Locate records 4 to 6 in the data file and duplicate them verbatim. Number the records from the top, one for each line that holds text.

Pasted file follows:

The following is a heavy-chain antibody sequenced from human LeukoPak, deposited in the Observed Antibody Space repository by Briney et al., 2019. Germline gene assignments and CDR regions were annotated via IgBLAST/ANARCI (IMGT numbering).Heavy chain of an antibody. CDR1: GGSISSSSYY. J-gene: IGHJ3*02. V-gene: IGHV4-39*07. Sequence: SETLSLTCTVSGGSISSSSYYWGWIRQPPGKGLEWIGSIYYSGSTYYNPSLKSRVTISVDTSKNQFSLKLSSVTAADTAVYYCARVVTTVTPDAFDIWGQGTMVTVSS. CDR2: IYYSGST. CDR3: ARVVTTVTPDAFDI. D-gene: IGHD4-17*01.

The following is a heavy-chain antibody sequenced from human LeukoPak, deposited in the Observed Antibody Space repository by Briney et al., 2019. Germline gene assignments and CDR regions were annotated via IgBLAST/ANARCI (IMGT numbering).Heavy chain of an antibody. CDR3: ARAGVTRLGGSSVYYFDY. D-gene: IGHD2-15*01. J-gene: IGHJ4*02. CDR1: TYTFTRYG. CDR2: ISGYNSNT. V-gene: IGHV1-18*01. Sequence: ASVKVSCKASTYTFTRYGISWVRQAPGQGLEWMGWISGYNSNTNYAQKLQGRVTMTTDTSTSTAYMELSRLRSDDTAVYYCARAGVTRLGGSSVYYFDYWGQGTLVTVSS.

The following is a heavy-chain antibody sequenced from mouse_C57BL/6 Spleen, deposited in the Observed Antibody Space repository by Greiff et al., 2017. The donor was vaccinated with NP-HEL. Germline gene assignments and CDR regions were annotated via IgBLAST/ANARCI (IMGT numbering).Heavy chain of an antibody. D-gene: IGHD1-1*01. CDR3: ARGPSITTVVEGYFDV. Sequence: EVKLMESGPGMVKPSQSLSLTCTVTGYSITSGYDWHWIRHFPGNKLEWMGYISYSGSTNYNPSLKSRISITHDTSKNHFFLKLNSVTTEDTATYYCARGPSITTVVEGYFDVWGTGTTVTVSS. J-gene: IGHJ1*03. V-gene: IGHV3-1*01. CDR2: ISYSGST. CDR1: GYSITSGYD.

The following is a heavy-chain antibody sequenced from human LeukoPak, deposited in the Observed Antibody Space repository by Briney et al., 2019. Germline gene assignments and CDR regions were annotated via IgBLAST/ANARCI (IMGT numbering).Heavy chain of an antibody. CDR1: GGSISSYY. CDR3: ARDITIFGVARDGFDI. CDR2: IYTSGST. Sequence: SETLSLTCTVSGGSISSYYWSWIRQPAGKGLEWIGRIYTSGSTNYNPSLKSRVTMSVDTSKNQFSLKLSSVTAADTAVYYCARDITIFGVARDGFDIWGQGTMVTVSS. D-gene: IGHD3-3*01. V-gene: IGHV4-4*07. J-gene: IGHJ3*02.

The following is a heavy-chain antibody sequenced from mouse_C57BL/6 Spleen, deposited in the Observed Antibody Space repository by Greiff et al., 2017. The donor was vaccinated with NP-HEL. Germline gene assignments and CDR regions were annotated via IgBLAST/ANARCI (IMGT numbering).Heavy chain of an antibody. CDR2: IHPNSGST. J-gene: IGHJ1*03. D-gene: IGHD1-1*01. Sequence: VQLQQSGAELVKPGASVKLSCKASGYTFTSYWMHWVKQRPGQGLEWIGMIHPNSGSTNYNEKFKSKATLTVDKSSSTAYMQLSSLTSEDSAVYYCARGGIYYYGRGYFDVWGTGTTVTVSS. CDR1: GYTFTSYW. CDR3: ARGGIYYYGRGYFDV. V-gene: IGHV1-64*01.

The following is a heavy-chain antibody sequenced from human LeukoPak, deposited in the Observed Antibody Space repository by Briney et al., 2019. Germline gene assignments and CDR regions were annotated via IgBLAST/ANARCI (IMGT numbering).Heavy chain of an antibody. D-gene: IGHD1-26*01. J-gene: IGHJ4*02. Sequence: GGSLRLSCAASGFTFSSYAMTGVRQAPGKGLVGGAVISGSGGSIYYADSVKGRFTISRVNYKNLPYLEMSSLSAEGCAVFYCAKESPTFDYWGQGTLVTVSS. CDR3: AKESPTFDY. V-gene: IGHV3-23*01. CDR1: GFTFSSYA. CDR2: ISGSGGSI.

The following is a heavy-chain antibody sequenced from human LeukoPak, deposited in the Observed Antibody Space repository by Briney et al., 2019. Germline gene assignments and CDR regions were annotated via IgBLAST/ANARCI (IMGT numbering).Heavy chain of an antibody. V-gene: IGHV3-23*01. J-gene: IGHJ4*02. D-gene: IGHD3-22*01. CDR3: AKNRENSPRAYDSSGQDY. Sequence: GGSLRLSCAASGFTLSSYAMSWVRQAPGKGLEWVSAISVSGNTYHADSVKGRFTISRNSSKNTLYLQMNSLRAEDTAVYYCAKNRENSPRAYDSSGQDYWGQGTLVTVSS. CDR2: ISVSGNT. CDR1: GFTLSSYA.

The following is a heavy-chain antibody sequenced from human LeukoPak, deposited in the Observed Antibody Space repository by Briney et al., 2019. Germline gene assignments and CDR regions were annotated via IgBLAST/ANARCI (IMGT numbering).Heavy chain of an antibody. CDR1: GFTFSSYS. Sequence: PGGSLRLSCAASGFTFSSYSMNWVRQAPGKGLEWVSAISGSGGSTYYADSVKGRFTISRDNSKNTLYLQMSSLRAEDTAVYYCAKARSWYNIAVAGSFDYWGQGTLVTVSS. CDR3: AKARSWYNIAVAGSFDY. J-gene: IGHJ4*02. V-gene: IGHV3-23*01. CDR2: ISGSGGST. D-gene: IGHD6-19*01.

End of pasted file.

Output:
The following is a heavy-chain antibody sequenced from human LeukoPak, deposited in the Observed Antibody Space repository by Briney et al., 2019. Germline gene assignments and CDR regions were annotated via IgBLAST/ANARCI (IMGT numbering).Heavy chain of an antibody. CDR1: GGSISSYY. CDR3: ARDITIFGVARDGFDI. CDR2: IYTSGST. Sequence: SETLSLTCTVSGGSISSYYWSWIRQPAGKGLEWIGRIYTSGSTNYNPSLKSRVTMSVDTSKNQFSLKLSSVTAADTAVYYCARDITIFGVARDGFDIWGQGTMVTVSS. D-gene: IGHD3-3*01. V-gene: IGHV4-4*07. J-gene: IGHJ3*02.

The following is a heavy-chain antibody sequenced from mouse_C57BL/6 Spleen, deposited in the Observed Antibody Space repository by Greiff et al., 2017. The donor was vaccinated with NP-HEL. Germline gene assignments and CDR regions were annotated via IgBLAST/ANARCI (IMGT numbering).Heavy chain of an antibody. CDR2: IHPNSGST. J-gene: IGHJ1*03. D-gene: IGHD1-1*01. Sequence: VQLQQSGAELVKPGASVKLSCKASGYTFTSYWMHWVKQRPGQGLEWIGMIHPNSGSTNYNEKFKSKATLTVDKSSSTAYMQLSSLTSEDSAVYYCARGGIYYYGRGYFDVWGTGTTVTVSS. CDR1: GYTFTSYW. CDR3: ARGGIYYYGRGYFDV. V-gene: IGHV1-64*01.

The following is a heavy-chain antibody sequenced from human LeukoPak, deposited in the Observed Antibody Space repository by Briney et al., 2019. Germline gene assignments and CDR regions were annotated via IgBLAST/ANARCI (IMGT numbering).Heavy chain of an antibody. D-gene: IGHD1-26*01. J-gene: IGHJ4*02. Sequence: GGSLRLSCAASGFTFSSYAMTGVRQAPGKGLVGGAVISGSGGSIYYADSVKGRFTISRVNYKNLPYLEMSSLSAEGCAVFYCAKESPTFDYWGQGTLVTVSS. CDR3: AKESPTFDY. V-gene: IGHV3-23*01. CDR1: GFTFSSYA. CDR2: ISGSGGSI.